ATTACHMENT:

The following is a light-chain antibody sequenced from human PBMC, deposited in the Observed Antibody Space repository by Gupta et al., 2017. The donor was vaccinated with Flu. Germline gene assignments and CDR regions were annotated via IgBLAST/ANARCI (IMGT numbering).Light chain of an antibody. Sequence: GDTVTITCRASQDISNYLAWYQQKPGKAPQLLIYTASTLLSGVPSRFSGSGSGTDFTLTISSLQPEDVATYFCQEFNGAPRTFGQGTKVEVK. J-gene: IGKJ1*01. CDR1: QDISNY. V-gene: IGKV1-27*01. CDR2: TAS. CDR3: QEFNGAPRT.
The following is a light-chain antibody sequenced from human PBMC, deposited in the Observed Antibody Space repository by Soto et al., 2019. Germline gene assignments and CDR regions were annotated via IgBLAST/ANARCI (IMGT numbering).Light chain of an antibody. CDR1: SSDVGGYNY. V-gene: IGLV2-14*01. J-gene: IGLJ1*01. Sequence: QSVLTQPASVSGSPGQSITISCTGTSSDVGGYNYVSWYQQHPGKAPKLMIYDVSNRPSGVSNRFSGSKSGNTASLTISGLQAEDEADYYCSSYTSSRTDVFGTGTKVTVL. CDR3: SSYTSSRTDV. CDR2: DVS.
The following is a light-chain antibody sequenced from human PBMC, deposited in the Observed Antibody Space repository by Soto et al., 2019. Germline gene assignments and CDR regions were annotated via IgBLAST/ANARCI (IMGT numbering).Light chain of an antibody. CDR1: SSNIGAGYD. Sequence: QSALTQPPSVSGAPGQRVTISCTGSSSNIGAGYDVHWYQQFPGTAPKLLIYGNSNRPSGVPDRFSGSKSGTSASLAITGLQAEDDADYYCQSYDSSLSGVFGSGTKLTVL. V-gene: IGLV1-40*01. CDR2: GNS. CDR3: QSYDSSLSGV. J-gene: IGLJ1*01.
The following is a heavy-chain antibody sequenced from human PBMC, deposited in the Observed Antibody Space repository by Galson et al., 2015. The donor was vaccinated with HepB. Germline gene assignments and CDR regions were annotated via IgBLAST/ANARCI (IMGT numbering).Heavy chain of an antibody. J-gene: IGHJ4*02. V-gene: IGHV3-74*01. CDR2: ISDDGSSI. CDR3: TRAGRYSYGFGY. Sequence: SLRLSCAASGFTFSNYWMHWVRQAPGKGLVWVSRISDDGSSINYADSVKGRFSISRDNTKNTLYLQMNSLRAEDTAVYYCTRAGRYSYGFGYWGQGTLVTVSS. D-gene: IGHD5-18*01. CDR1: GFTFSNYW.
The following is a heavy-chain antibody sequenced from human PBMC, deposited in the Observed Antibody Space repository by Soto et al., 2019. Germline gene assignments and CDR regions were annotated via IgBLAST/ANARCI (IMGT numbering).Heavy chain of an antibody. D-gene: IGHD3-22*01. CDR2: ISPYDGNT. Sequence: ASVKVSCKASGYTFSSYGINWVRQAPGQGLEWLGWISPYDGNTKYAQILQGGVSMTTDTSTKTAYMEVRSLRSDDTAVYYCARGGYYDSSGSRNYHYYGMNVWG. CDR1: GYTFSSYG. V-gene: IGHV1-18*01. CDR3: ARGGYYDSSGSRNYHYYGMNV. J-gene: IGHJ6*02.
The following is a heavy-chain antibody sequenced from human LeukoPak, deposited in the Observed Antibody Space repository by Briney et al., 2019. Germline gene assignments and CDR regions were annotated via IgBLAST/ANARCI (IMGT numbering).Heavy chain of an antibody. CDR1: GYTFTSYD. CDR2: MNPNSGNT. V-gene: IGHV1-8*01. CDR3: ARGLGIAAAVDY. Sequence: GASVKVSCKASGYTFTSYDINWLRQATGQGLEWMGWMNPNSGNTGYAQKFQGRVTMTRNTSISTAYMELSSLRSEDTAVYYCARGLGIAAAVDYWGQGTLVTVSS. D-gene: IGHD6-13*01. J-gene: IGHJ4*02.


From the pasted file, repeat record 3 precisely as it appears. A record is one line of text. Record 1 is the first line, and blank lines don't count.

The following is a light-chain antibody sequenced from human PBMC, deposited in the Observed Antibody Space repository by Soto et al., 2019. Germline gene assignments and CDR regions were annotated via IgBLAST/ANARCI (IMGT numbering).Light chain of an antibody. CDR1: SSNIGAGYD. Sequence: QSALTQPPSVSGAPGQRVTISCTGSSSNIGAGYDVHWYQQFPGTAPKLLIYGNSNRPSGVPDRFSGSKSGTSASLAITGLQAEDDADYYCQSYDSSLSGVFGSGTKLTVL. V-gene: IGLV1-40*01. CDR2: GNS. CDR3: QSYDSSLSGV. J-gene: IGLJ1*01.